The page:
VStack {
            Button("Toggle") {
                toggle.toggle()
            }
            ZStack(alignment: .bottomTrailing) {
                Color.green.frame(width: 300, height: 300)
                DynamicGridTest1()
                    .frame(width: size.width, height: size.height)
                    .animation(.smooth(duration: 1), value: toggle)
            }
        }
    }
}

https://cdn.fatbobman.com/geometryGroup-demo3_2023-11-27_09.48.31.2023-11-27%2009_49_04.gif

When the size of the frame (parent view) changes, the size obtained by GeometryReader will also change accordingly. The newly created grid cells will be placed directly in the updated position after the size change. This can lead to unexpected results.

After adding geometryGroup(),

Swift
DynamicGridTest1()
    .geometryGroup()
    .frame(width: size.width, height: size.height)

https://cdn.fatbobman.com/geometryGroup-demo4_2023-11-27_09.52.07.2023-11-27%2009_53_12.gif

The newly created cells will obtain the correct layout position based on the geometry information continuously passed from the parent view.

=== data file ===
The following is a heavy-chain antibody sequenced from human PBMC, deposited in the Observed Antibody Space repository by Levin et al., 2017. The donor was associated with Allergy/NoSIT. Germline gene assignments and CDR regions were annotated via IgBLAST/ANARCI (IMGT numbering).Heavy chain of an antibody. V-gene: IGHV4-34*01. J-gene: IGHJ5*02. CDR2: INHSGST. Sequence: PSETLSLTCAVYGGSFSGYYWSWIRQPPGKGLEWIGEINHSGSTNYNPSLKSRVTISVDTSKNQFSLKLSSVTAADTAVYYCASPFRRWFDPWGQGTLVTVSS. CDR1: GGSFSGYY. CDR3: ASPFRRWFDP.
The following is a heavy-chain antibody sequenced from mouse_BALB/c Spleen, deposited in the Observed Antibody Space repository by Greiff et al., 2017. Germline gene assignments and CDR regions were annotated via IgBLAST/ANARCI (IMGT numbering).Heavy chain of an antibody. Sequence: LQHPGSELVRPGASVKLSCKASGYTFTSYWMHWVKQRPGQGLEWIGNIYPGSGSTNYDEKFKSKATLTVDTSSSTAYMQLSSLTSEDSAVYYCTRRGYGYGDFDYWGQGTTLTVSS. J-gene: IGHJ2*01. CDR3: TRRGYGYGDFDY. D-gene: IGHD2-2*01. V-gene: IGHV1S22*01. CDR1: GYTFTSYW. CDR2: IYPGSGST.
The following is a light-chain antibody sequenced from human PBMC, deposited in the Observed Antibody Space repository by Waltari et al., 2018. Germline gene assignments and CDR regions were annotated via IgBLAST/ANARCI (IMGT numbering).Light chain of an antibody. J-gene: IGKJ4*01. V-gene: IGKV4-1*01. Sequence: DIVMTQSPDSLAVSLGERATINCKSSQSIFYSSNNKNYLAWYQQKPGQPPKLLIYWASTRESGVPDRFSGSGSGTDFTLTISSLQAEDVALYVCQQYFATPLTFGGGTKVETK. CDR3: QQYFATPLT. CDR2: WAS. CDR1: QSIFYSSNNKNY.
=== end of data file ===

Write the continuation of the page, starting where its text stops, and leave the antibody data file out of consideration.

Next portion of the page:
What to do with old versions of SwiftUI

As long as we can break the condition for the formation of “Some Cases”, we can avoid similar unexpected behaviors.

  • When the geometric information of the parent view changes, do not create new content in the child view at the same time.
  • If it is necessary to add new elements to the child view during the changes (for example, in the above example based on GeometryReader), you can make the required elements exist before the parent view changes and adjust their visibility through opacity.

For example, in older versions of SwiftUI, we can modify the code in the first example above to avoid unexpected behavior:

Swift

struct TopLeadingTest2: View {
    let show: Bool
    var body: some View {
        Color.red
            .overlay(alignment: .topLeading) {